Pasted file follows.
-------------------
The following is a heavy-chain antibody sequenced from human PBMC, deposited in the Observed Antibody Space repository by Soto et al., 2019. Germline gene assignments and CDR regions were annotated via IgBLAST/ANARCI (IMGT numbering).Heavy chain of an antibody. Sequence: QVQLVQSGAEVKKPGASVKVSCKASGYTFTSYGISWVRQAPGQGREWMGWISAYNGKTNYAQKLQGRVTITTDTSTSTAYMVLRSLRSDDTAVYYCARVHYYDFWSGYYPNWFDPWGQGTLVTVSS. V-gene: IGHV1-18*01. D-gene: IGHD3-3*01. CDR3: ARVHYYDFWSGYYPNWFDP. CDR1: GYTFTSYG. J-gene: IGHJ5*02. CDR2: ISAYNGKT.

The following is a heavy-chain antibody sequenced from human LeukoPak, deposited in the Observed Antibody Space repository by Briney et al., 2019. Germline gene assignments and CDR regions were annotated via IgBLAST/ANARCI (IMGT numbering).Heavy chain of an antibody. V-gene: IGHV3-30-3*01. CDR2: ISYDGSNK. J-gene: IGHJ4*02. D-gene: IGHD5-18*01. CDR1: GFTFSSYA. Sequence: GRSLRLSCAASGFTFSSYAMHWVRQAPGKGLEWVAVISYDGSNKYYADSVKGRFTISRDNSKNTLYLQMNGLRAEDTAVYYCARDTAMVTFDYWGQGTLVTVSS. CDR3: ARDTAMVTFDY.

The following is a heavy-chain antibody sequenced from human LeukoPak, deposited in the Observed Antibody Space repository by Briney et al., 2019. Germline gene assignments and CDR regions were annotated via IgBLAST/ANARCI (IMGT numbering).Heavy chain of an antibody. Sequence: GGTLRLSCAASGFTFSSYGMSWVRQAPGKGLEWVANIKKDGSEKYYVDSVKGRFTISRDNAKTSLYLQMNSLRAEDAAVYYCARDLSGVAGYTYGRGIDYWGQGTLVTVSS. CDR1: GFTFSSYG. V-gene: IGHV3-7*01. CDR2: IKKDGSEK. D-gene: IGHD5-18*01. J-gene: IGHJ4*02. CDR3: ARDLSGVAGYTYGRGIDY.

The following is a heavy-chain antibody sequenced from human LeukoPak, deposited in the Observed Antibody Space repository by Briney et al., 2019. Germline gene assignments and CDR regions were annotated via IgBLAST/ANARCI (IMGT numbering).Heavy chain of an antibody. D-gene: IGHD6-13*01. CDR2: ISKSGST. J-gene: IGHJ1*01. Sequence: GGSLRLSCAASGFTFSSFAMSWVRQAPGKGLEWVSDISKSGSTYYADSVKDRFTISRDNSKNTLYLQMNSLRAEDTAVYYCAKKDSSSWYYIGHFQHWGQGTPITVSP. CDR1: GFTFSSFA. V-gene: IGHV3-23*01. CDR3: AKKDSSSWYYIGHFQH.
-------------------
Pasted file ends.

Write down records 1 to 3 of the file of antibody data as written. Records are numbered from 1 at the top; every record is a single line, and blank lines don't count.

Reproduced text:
The following is a heavy-chain antibody sequenced from human PBMC, deposited in the Observed Antibody Space repository by Soto et al., 2019. Germline gene assignments and CDR regions were annotated via IgBLAST/ANARCI (IMGT numbering).Heavy chain of an antibody. Sequence: QVQLVQSGAEVKKPGASVKVSCKASGYTFTSYGISWVRQAPGQGREWMGWISAYNGKTNYAQKLQGRVTITTDTSTSTAYMVLRSLRSDDTAVYYCARVHYYDFWSGYYPNWFDPWGQGTLVTVSS. V-gene: IGHV1-18*01. D-gene: IGHD3-3*01. CDR3: ARVHYYDFWSGYYPNWFDP. CDR1: GYTFTSYG. J-gene: IGHJ5*02. CDR2: ISAYNGKT.

The following is a heavy-chain antibody sequenced from human LeukoPak, deposited in the Observed Antibody Space repository by Briney et al., 2019. Germline gene assignments and CDR regions were annotated via IgBLAST/ANARCI (IMGT numbering).Heavy chain of an antibody. V-gene: IGHV3-30-3*01. CDR2: ISYDGSNK. J-gene: IGHJ4*02. D-gene: IGHD5-18*01. CDR1: GFTFSSYA. Sequence: GRSLRLSCAASGFTFSSYAMHWVRQAPGKGLEWVAVISYDGSNKYYADSVKGRFTISRDNSKNTLYLQMNGLRAEDTAVYYCARDTAMVTFDYWGQGTLVTVSS. CDR3: ARDTAMVTFDY.

The following is a heavy-chain antibody sequenced from human LeukoPak, deposited in the Observed Antibody Space repository by Briney et al., 2019. Germline gene assignments and CDR regions were annotated via IgBLAST/ANARCI (IMGT numbering).Heavy chain of an antibody. Sequence: GGTLRLSCAASGFTFSSYGMSWVRQAPGKGLEWVANIKKDGSEKYYVDSVKGRFTISRDNAKTSLYLQMNSLRAEDAAVYYCARDLSGVAGYTYGRGIDYWGQGTLVTVSS. CDR1: GFTFSSYG. V-gene: IGHV3-7*01. CDR2: IKKDGSEK. D-gene: IGHD5-18*01. J-gene: IGHJ4*02. CDR3: ARDLSGVAGYTYGRGIDY.